Train to Phulad — Cee’s Black & White Photo Challenge: Trains and Tracks

This is our entry in Cee’s Black & White Photo Challenge: Trains and Tracks.

During our 2014 visit to India, we took a commuter train (built in 1928 by the British) from Sardargarh to Phulad. The train was ancient. At one point, the engineer had to stop the train and get down to manually switch tracks. The train creaked through a jungle and wound over a thousand foot cliff. It passed over 100 foot tall rickety bridges and through long tunnels. This was the most interesting train ride we have ever taken!

We took this photo at a stop at the Goram Ghat flag station where the train stopped for a few minutes. Images like this remind us of the cover of Robert Frank’s The Americans even though we were the only Americans on this train.

This photo was taken on November 13, 2014.

Hunters Pounce upon Prey on Lao Chai Bridge

This is our entry in Dutch goes the Photo!’s Tuesday Photo Challenge – Bridge.

In this photo, an unwary tourist has allowed herself to become separated from her pack on a bridge in Lao Chai and is about to be pounced upon by the Hmong souvenir sellers. The sellers are sweet, persistent, and have prices higher than a flagship department store in a mall. We wrote about them earlier in our post We Follow You Anyway.   Here they are seen on a rickety bridge several miles from Sa Pa where they first identify and then stalk their customers.

This photo was taken on February 12, 2017. Specs are:

Olympus TG-4, ISO 100, f/3.2, 1/640 sec, 60 mm full-frame equivalent

Rio–Antirrio Bridge

This is our entry in The Daily Post Photo Challenge: Bridge.

The Rio–Antirrio Bridge ( Γέφυρα Ρίου-Αντιρρίου) crosses the Gulf of Corinth to connect the Peloponnese peninsula with mainland Greece. This multi-span cable-stayed fully-suspended bridge is 2880 meters (about 1.8 miles) long.  Driving  beneath the cable stays of the four pylons presents a fascinating ever-changing view of lines leading to the sky. It is impossible to stop pressing the shutter once you look up. This is just one of dozens of shots.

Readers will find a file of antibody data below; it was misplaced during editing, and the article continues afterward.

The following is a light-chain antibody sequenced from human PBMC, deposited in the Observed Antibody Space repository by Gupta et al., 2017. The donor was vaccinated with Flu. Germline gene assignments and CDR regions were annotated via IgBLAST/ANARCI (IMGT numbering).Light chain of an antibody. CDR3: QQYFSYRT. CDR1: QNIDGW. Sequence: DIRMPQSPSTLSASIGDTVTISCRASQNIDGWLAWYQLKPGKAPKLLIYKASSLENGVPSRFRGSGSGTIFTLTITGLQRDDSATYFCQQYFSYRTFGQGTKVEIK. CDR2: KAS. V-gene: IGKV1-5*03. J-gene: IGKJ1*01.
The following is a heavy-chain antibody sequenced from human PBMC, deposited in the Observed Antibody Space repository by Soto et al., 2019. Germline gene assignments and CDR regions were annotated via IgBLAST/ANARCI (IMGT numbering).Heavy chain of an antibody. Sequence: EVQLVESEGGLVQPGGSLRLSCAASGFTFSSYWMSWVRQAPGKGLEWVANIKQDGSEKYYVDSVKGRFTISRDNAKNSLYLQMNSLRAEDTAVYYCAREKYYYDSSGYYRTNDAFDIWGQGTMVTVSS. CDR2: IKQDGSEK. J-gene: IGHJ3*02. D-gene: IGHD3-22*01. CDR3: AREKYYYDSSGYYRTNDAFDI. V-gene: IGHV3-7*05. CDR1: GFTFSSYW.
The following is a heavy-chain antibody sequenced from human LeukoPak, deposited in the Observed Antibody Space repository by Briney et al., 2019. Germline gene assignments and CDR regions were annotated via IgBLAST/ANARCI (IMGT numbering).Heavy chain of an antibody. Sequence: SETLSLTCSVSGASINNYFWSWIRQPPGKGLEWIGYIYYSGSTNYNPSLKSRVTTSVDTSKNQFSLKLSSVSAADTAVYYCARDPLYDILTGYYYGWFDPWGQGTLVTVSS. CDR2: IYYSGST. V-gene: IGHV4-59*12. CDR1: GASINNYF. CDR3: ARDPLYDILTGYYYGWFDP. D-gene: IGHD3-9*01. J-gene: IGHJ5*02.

Here is a view of the bridge on approach from the Peloponnese side.

These photos were taken on September 28, 2016. Specs are:

On the bridge: Olympus TG-4, ISO 100, f/8, 1/250 sec, 4.5 mm

Approaching the bridge: Olympus TG-4, ISO 100, f/6.3, 1/250 sec, 18 mm

Walking Bridge in Ta Van Village – Cee’s Black & White Photo Challenge: Letters W or X

This is our entry in Cee’s Black & White Photo Challenge: Letters W or X.

We visited Sa Pa in Vietnam in February 2017 to experience a homestay and trekking. Our trek took us through Ta Van Village, where we saw this walking bridge over the Muong Hoa River.  We had used a sturdier bridge, and so were puzzled why anyone would use this bridge instead.  As we observed, most people walked (from right to left) about halfway across and then turned and walked back. Our guide explained that this bridge was used for photo opportunities only. Looking carefully, we could see that the bridge ended in a tree on the other side.

Walking Bridge in Ta Van Village
Walking Bridge in Ta Van Village

This photo was taken on February 16, 2017. Specs are:

Olympus TG-4, ISO 100, f/10, 1/200 sec, 6.86 mm

 

Danger on the Rails

This is our entry in The Daily Post Photo Challenge: Danger!

In November 2014, we rode a narrow gauge local train between Sardargarh and  Phulad, a distance of 44 kilometers (about 27 miles), in the state of Rajasthan, India. For the beginning half of the trip, we sat on bench seats next to a window and took pictures. Each train window had 4 horizontal metal bars, which were not a problem, because our camera was small enough to fit between the bars.  However, as the scenery grew more interesting, we were invited to sit on the steps for an unobstructed view – which was terrifying at times, but we did it.

The train passes through the Ravli Sanctuary, with 100-foot-high bridges, two long tunnels (where the guide and other passengers made erie sounds for the echo effect), a (now dry) waterfall, and thick jungle. The track was cut out of the side of the cliff, with steep drops on one side of the train. There is a change of 1000 feet in elevation, downward. This railroad was built in 1928 by the British.

The image below was taken forward from our seat on the steps, and other passengers can be seen sitting on steps and leaning outward for a better view. There were no seatbelts.
OLYMPUS DIGITAL CAMERA
Narrow Guage Train
This photo was taken on November 14, 2014. Specs are:
Olympus Tough TG-3,  ISO 100, f/2.8, 1/800 sec, 4.5 mm